Robin van Persie too, for his character as well as his talent. ‘It’s not easy to compete with [Thierry] Henry and [Denis] Bergkamp,’ he says. ‘He had the “here I am” attitude that you need. There were others who came in and were going to be top scorers, I won’t name them, and they recoiled a bit in training but not him.’

Asked if he was the worst in those brutally tough training sessions he smiles: ‘No I was a Sister of Mercy in comparison.’

So how would the Invincibles have taken on Pep Guardiola’s Manchester City? ‘The same way we faced teams then, without any fear,’ he says.

‘Our problem was not knowing how to compete in the Champions League. Wenger called me aside after a training session once and I thought he was going to rollick me for something. But he said: “Lauren, why do you think in the Champions League we don’t do things as well as in the league?”

‘We just didn’t have the experience. And not just in terms of the players but also at club level. If you put the Invincibles in the club as it is now, the institution that it is now, we would win the Champions League. 

The Invincibles would have locked horns with Manchester City with no fear, Lauren insisted

‘The club is used to playing the competition every year. That mentality is now installed, and it translates to the pitch.

‘Last season’s experience will serve us well (in terms of the league title). I know we lost an eight-point advantage but how many players from last season had been in that situation before? Maybe two or three.

‘Now it’s the whole squad. When the moment of pressure comes and you absolutely have to win a game, the team is ready now.

‘We have a chance to win the league, especially if another forward to help Gabriel Jesus can be signed, and we can compete for the Champions League too. Why not?’

All this suggests a daunting task for Arsenal’s next Champions League rivals Sevilla. They have won only two games in 11 since the start of the season and already changed their manager.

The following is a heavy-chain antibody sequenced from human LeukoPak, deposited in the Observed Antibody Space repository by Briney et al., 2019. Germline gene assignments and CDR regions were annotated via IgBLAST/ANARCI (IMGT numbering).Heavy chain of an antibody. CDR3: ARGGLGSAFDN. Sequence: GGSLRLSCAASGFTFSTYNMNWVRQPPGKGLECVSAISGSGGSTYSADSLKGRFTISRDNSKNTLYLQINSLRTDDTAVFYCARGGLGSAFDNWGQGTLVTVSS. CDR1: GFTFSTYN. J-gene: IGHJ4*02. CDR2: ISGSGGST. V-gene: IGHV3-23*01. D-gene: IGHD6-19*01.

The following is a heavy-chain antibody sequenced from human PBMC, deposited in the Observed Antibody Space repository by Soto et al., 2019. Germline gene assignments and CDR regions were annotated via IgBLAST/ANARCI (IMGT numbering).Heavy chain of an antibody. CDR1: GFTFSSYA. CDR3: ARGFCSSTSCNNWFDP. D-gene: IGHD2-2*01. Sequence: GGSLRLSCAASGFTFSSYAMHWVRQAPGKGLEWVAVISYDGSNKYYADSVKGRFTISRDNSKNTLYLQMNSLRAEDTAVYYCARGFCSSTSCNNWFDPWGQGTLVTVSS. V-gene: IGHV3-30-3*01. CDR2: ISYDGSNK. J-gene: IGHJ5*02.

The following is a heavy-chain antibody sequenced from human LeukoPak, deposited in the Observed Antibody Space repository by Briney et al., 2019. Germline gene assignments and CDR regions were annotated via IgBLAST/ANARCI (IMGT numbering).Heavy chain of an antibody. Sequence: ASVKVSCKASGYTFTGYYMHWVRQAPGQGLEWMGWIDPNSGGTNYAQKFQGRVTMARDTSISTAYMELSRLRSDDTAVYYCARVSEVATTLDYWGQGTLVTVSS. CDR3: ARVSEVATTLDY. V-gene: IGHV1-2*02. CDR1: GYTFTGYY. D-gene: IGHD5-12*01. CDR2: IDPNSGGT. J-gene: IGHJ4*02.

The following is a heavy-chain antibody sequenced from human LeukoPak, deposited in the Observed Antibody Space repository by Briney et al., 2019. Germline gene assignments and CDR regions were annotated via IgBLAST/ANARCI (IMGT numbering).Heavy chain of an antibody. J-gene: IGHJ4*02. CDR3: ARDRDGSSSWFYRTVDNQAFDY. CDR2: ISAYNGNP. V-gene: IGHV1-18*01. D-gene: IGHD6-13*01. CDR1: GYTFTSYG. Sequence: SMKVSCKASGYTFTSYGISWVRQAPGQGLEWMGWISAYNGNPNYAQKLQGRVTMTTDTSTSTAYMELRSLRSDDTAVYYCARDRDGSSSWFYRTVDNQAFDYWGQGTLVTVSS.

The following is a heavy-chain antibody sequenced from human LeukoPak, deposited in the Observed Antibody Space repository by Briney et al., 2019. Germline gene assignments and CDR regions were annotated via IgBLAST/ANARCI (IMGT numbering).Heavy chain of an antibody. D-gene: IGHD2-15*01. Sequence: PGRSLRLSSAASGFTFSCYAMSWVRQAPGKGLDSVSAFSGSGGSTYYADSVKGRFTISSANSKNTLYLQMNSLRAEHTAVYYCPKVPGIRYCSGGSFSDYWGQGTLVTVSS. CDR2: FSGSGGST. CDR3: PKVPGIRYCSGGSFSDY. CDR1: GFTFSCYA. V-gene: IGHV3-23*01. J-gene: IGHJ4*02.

‘Arsenal are coming into the game in better form but Sevilla know how to compete,’ Lauren says. ‘They are capable of being in a bad way – we saw it last season – and yet still winning the Europa League.’ 

Arsenal narrowly lost out on the league title last season but will be determined to push again

Lauren joined Sevilla’s academy aged just 11 and used to watch Diego Maradona in training

It will be an emotional night for him whatever happens. He’ll be at the game as part of the Arsenal delegation but Sevilla has been such a big part of his life.

‘When I was playing in their youth academy I just enjoyed myself,’ he says. ‘It was fun. I see a lot of youth football now and I think that is being lost a bit.

‘Kids don’t go there just to enjoy themselves. They go there to become professionals. I feel fortunate to have come through in the era I did.’

And the fact that football was fun for him growing up can only have been heightened by Sevilla persuading Maradona to finish his career there while Lauren was following as a young fan.

‘I used to watch him train,’ he says. ‘He would be taking free-kicks and he would score the first, and then the second, and I would think: the third one is not going to go in as well, and he’d score that too.

‘The fourth would go in too and I’d think: okay maybe he’ll miss the fifth, and in it went. I have never seen anything like it before or since.’